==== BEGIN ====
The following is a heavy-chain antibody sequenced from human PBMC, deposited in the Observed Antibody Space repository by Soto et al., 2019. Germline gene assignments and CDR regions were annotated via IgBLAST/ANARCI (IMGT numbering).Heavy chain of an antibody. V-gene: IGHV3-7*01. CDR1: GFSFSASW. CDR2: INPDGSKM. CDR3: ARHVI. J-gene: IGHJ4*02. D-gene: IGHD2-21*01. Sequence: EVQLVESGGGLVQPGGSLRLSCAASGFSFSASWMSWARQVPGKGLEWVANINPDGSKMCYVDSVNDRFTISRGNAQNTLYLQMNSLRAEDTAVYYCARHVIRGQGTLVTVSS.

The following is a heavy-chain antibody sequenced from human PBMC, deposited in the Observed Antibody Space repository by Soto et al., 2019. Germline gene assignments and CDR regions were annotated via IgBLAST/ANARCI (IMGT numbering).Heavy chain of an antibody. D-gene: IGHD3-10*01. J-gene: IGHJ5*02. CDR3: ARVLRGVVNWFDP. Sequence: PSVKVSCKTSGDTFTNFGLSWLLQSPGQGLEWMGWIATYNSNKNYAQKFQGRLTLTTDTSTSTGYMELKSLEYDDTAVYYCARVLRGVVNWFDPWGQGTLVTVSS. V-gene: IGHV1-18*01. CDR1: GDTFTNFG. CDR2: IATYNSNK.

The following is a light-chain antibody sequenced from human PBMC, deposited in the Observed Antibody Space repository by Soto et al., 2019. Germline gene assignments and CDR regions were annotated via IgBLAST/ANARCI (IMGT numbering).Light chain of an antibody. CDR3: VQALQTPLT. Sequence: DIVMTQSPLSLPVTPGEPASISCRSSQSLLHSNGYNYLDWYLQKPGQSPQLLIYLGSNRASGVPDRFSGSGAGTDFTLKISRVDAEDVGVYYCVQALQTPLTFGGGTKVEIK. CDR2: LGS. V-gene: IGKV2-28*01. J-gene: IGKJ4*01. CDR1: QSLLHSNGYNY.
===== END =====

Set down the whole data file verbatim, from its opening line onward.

The following is a heavy-chain antibody sequenced from human PBMC, deposited in the Observed Antibody Space repository by Soto et al., 2019. Germline gene assignments and CDR regions were annotated via IgBLAST/ANARCI (IMGT numbering).Heavy chain of an antibody. V-gene: IGHV3-7*01. CDR1: GFSFSASW. CDR2: INPDGSKM. CDR3: ARHVI. J-gene: IGHJ4*02. D-gene: IGHD2-21*01. Sequence: EVQLVESGGGLVQPGGSLRLSCAASGFSFSASWMSWARQVPGKGLEWVANINPDGSKMCYVDSVNDRFTISRGNAQNTLYLQMNSLRAEDTAVYYCARHVIRGQGTLVTVSS.

The following is a heavy-chain antibody sequenced from human PBMC, deposited in the Observed Antibody Space repository by Soto et al., 2019. Germline gene assignments and CDR regions were annotated via IgBLAST/ANARCI (IMGT numbering).Heavy chain of an antibody. D-gene: IGHD3-10*01. J-gene: IGHJ5*02. CDR3: ARVLRGVVNWFDP. Sequence: PSVKVSCKTSGDTFTNFGLSWLLQSPGQGLEWMGWIATYNSNKNYAQKFQGRLTLTTDTSTSTGYMELKSLEYDDTAVYYCARVLRGVVNWFDPWGQGTLVTVSS. V-gene: IGHV1-18*01. CDR1: GDTFTNFG. CDR2: IATYNSNK.

The following is a light-chain antibody sequenced from human PBMC, deposited in the Observed Antibody Space repository by Soto et al., 2019. Germline gene assignments and CDR regions were annotated via IgBLAST/ANARCI (IMGT numbering).Light chain of an antibody. CDR3: VQALQTPLT. Sequence: DIVMTQSPLSLPVTPGEPASISCRSSQSLLHSNGYNYLDWYLQKPGQSPQLLIYLGSNRASGVPDRFSGSGAGTDFTLKISRVDAEDVGVYYCVQALQTPLTFGGGTKVEIK. CDR2: LGS. V-gene: IGKV2-28*01. J-gene: IGKJ4*01. CDR1: QSLLHSNGYNY.